Stars: Lin Shaye, Angus Sampson, Leigh Whannell, Caitlin Gerard, Spencer Locke, Rob Stewart, Kirk Acevedo, Ava Kolker, Pierce Pope
Writer: Leigh Whannell, based on characters created by Leigh Whannell
Director: Adam Robitel
Distributor: Universal Pictures
Release Date: January 5, 2018
INSIDIOUS: THE LAST KEY is the fourth film in the INSIDIOUS series, following the effectively scary 2010 original, the retcon-happy 2013 sequel and the decent 2015 prequel. In the manner of STAR WARS chronology, INSIDIOUS: THE LAST KEY is set after the events of INSIDIOUS 3 but before the first INSIDIOUS. Not to worry: even for people who haven’t seen any previous INSIDIOUS movies, INSIDIOUS: THE LAST KEY makes everything that’s going on perfectly clear. More good news – while it’s not as good as the first, this INSIDIOUS iteration has solid scares, and some decent plot twists. Yes, there are things that don’t quite make sense, but they have nothing to do with series continuity.
Leigh Whannell, who has written all the INSIDIOUS films (he shares screenplay credit on 2), is back to supply the script on this edition. He’s faithful to the mythology postulated in the first one, where a Purgatory-like dimension known as the Further contains both souls of the not-quite-dead and demonic entities who want to enter our world and wreak havoc. Director Adam Robitel is new to the franchise, but he proves adept at sustaining tension and staging jump scares that don’t generally come exactly when expected, which makes them work better.
In 1953, we’re introduced to young Elise (played as a child by Ava Kolker) and her little brother Christian (Pierce Pope). The family home is near a penitentiary, where their troubled father (Rob Stewart) is a guard. Elise can see and communicate with spirits, which is a problem in a house that’s full of them. A bigger problem is that her father doesn’t believe in her gifts. There’s also a presence that wants Elise to supply it with keys that open mystical doors.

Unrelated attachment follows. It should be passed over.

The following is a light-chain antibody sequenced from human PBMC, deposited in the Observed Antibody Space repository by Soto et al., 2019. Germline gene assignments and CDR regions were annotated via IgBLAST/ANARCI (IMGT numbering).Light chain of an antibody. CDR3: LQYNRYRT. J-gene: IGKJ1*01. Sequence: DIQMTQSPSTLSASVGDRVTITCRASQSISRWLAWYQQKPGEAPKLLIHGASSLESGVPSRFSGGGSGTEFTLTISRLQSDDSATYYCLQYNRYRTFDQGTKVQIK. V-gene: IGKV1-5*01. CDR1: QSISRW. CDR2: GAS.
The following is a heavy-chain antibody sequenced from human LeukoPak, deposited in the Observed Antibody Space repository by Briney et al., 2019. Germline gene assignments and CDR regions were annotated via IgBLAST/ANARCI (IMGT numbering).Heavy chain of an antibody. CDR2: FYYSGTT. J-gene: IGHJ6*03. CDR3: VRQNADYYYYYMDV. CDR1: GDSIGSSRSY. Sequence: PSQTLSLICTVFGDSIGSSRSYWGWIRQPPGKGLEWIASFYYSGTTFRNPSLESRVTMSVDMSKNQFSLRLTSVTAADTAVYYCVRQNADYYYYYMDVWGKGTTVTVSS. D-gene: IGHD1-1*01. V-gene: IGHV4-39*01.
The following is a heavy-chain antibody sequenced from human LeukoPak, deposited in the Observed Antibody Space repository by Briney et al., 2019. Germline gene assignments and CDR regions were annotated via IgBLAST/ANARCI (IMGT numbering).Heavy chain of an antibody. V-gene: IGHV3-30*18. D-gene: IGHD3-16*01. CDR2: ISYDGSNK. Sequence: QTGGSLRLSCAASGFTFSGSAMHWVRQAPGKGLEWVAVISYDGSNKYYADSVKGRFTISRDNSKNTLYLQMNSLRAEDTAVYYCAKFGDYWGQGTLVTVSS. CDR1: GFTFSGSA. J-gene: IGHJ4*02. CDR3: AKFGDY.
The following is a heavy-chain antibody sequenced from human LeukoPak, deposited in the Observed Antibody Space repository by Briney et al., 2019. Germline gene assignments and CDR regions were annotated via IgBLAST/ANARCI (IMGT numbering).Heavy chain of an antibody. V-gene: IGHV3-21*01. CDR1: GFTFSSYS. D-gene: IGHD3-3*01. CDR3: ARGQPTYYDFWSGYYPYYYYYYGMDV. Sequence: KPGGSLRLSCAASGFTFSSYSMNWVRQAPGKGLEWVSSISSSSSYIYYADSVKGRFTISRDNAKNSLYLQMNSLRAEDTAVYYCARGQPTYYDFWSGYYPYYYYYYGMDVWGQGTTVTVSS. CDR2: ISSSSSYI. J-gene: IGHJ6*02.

As an adult, Elise (played by Lin Shaye in her fourth go-round in the role) is a parapsychologist who feels duty-bound to help people beset by the paranormal. When Elise gets a phone call from the understandably spooked current tenant (Kirk Acevedo) of her old family home, Elise hesitates, but ultimately takes the case. She and her two younger sidekicks, Specs (screenwriter Leigh Whannell) and Tucker (Angus Sampson), head out to face Elise’s old demons, both figurative and literal.
Certain storytelling elements can be anticipated, while others make great sense but we don’t see them coming. Perhaps the biggest narrative flaw is that the title issue of the key is never fully resolved, though this may be to provide story material for the next film (assuming there is one).
Something that should be addressed is the charm of a horror franchise that centers around Shaye’s unapologetically older woman Elise. Given that the genre is constantly being criticized (sometimes rightly) for its attitude toward women, INSIDIOUS is something to celebrate on this front. Elise has authority not because of sex appeal or even physical strength – she’s on the petite side and generally unarmed with anything heavier than a flashlight – but due to complete integrity. Shaye owns everything Elise does with wonderful conviction. Elise is always aware of her own psychic gifts, even when she is despondent at what they show her; Shaye’s joy in playing the role comes across in those darker moments as monumental determination.
As a horror movie, INSIDIOUS: THE LAST KEY is well-done and enjoyable. As a vehicle for an older actress, it’s pretty great.
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Article: Movie Review: INSIDIOUS: THE LAST KEY